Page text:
Buddenbrooks Chapter Three

She mounted the stairs to the second storey, left the little balcony on her right, went along the white-and-gold balustrade and through an ante-chamber, the door of which stood open on the corridor, and from which a second exit to the left led into the Senator’s dressing-room. Here she softly turned the handle of the door opposite and went in.

It was an unusually large chamber, the windows of which were draped with flowered curtains. The walls were rather bare: aside from a large black-framed engraving above Ida’s bed, representing Giacomo Meyerbeer surrounded by the characters in his operas, there was nothing but a few English coloured prints of children with yellow hair and little red frocks, pinned to the window hangings. Ida Jungmann sat at the large extension-table in the middle of the room, darning Hanno’s stockings. The faithful Prussian was now at the beginning of the fifties. She had begun early to grow grey, but her hair had never become quite white, having remained a mixture of black and grey; her erect bony figure was as sturdy, and her brown eyes as bright, clear, and unwearied as twenty years ago.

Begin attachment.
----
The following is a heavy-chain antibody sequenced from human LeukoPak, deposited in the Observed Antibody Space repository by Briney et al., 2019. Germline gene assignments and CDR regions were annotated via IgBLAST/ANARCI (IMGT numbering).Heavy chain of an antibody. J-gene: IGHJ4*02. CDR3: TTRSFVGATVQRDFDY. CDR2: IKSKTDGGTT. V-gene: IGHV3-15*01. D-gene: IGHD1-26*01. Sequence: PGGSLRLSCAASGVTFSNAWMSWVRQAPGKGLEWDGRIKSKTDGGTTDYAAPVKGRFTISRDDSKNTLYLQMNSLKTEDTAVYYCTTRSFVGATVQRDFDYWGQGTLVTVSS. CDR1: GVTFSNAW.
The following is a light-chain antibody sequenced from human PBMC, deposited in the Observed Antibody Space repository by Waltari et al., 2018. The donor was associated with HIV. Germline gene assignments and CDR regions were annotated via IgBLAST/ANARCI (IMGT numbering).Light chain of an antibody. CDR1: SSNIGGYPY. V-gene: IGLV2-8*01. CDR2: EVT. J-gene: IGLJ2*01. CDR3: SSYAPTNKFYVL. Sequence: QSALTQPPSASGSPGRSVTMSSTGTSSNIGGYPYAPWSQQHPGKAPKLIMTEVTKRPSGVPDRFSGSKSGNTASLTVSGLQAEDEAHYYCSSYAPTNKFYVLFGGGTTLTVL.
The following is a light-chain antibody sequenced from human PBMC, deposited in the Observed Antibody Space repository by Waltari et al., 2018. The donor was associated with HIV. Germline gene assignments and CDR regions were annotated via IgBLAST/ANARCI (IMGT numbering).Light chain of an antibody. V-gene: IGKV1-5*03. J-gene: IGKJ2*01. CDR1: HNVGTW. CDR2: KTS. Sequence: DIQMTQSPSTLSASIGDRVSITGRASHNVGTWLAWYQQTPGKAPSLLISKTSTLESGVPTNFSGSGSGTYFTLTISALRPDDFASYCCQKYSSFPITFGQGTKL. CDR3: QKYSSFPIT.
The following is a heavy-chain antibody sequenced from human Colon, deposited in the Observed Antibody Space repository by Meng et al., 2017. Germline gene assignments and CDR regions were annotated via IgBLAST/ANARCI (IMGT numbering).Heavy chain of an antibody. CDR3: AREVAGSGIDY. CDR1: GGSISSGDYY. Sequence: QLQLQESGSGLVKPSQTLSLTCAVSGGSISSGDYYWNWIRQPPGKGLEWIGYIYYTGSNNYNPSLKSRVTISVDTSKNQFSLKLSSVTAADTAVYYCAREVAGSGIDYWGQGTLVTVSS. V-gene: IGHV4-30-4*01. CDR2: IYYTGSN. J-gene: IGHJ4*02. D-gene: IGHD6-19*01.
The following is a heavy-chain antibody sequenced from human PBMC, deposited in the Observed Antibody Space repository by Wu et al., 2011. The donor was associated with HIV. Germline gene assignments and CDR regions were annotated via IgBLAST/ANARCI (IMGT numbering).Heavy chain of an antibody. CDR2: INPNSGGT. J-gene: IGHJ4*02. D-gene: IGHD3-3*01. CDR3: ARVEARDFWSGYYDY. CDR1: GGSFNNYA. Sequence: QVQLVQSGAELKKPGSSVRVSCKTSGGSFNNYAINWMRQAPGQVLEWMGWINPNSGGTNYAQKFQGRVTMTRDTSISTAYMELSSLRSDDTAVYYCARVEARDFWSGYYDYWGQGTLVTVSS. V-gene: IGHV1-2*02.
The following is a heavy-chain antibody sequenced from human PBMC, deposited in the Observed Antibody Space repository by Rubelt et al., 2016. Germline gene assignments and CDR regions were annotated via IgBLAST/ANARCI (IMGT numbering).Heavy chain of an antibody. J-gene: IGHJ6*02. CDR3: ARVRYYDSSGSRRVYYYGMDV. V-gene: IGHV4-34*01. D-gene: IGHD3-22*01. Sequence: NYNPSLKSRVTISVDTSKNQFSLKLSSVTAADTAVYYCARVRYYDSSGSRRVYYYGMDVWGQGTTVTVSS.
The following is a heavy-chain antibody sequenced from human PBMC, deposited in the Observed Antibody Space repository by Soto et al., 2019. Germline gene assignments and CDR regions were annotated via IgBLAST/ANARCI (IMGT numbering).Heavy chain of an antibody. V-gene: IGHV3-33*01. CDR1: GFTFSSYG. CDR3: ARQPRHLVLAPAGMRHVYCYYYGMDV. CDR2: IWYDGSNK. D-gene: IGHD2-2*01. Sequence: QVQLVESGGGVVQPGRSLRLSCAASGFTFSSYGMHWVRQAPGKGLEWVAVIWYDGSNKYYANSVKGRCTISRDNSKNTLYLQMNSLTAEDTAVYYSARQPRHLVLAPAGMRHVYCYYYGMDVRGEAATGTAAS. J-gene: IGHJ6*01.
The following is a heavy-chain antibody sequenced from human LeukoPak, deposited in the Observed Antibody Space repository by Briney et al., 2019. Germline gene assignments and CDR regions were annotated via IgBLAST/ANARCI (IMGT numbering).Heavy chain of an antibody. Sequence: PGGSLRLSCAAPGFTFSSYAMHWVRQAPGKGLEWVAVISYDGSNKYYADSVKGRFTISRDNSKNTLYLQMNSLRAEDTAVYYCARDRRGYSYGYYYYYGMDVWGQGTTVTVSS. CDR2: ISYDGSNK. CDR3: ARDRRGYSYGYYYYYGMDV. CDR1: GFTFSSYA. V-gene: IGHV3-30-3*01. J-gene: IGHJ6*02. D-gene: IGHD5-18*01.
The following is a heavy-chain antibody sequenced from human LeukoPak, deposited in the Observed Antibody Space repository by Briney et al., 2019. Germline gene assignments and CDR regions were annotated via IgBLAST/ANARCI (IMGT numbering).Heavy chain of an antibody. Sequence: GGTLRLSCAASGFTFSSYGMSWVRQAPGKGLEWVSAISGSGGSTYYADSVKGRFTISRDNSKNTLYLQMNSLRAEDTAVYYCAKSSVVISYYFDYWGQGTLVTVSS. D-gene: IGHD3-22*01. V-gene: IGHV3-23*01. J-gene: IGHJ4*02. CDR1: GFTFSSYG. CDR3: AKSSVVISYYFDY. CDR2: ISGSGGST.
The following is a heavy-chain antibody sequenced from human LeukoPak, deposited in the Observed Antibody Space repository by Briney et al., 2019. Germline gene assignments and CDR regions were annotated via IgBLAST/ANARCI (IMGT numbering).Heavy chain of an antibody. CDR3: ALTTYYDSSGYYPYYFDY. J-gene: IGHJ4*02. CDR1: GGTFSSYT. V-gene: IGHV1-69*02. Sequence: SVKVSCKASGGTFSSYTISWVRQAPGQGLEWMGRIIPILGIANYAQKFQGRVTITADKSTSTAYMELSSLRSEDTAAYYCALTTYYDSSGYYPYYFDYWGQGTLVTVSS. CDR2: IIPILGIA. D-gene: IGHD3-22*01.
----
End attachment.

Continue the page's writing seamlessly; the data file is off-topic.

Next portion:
“Well, Ida, you good soul,” said Frau Permaneder, in a low but lively voice, for her brother’s little story had put her in good spirits, “and how are you, you old stand-by, you?”

“What’s that, Tony—stand-by, is it? And how do you come to be here so late?”

“I’ve been with my brother—on pressing business. Unfortunately, it didn’t turn out.—Is he asleep?” she asked, and gestured with her chin toward the little bed on the left wall, its head close to the door that led into the parents’ sleeping chamber.

“Sh-h!” said Ida. “Yes, he is asleep.” Frau Permaneder went on her tip-toes toward the little bed, cautiously raised the curtain, and bent to look down at her sleeping nephew’s face.